Tuesday, May 26, 2009

Colorful Experiences


A collage of red in some of its many variations

American poet, Carl Sandburg's poem, "The People, Yes" includes the following passage:
Clink on the link above to hear Sandburg recite the poem in its entirety.

"The blood of all men of all nations being red
the Communist International named red its banner color
Pope Innocent IV gave cardinals their first red hats
saying a cardinal's blood belonged to the holy mother church.

The blood color red is a symbol."


In this multicultural world each hue is heavy with meaning and everyone has their own opinion about what is a "good" color and what is not. Setting aside the issue of "color blindness", color is a great element to start a class discussion because everyone has knowledge about color from their personal experience and cultural perspective.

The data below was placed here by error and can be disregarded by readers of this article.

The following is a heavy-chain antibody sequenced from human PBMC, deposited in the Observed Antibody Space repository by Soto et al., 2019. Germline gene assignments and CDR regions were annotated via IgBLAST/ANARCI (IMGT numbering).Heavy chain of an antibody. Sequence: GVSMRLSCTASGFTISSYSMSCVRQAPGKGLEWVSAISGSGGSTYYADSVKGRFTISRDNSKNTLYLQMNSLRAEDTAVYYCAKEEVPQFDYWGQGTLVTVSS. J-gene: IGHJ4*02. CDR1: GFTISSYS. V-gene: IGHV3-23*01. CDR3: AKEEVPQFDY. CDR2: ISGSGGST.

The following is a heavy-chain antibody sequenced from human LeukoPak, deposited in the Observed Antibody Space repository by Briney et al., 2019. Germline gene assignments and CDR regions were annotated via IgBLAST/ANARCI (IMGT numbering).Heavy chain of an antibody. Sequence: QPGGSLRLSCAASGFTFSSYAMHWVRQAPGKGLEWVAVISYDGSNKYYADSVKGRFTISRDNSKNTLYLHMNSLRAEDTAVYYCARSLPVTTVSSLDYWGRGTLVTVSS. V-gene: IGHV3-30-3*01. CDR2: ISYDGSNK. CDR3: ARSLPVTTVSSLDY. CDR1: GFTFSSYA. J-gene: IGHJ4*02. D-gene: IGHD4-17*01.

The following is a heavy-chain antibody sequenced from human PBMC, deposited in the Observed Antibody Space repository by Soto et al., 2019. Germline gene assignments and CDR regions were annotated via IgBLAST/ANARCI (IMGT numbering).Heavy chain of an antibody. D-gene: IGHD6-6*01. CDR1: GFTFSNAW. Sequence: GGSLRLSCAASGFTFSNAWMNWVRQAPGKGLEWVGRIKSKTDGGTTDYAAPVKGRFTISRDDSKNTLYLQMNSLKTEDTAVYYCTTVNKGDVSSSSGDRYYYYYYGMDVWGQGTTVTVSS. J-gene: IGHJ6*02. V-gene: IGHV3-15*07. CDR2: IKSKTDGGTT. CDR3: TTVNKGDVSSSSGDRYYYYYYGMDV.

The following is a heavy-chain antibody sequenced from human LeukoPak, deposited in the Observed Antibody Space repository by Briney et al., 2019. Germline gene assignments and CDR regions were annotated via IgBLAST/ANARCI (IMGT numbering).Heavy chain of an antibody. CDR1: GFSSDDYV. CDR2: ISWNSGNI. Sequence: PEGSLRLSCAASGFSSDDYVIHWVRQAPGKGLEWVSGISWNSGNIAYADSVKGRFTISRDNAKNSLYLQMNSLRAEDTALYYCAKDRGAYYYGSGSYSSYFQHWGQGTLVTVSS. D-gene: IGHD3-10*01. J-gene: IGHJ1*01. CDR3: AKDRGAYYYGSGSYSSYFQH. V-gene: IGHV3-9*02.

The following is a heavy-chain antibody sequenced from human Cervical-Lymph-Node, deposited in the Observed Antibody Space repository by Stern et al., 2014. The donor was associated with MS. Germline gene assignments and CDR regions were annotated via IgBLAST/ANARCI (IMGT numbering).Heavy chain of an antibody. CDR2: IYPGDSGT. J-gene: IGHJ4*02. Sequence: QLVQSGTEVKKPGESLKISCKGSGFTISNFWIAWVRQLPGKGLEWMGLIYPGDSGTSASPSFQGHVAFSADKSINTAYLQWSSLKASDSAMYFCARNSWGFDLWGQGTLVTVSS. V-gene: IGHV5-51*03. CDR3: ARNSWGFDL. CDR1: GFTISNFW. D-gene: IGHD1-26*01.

Color evokes emotions and serves as a powerful communication element. Even the quietest crew will find quite a lot to say about the purposes and meanings of color. Out of all of the art elements, understanding color and knowing how to communicate with it may be one of the most important skills that can be learned in an art classroom.




Analogous Colors


Sunday, May 24, 2009

Changing my Tune


Papier Mache by Ben Kessler



Bread & Puppet Museum
Last summer's vacation took us northward on a road trip through western New England and into Quebec. We stopped at the Bread & Puppet Museum in Gower, Vermont (see my posting on Abyssal Plain for more images and information!). This was a life changing event for me and has caused me to rethink an entire curriculum.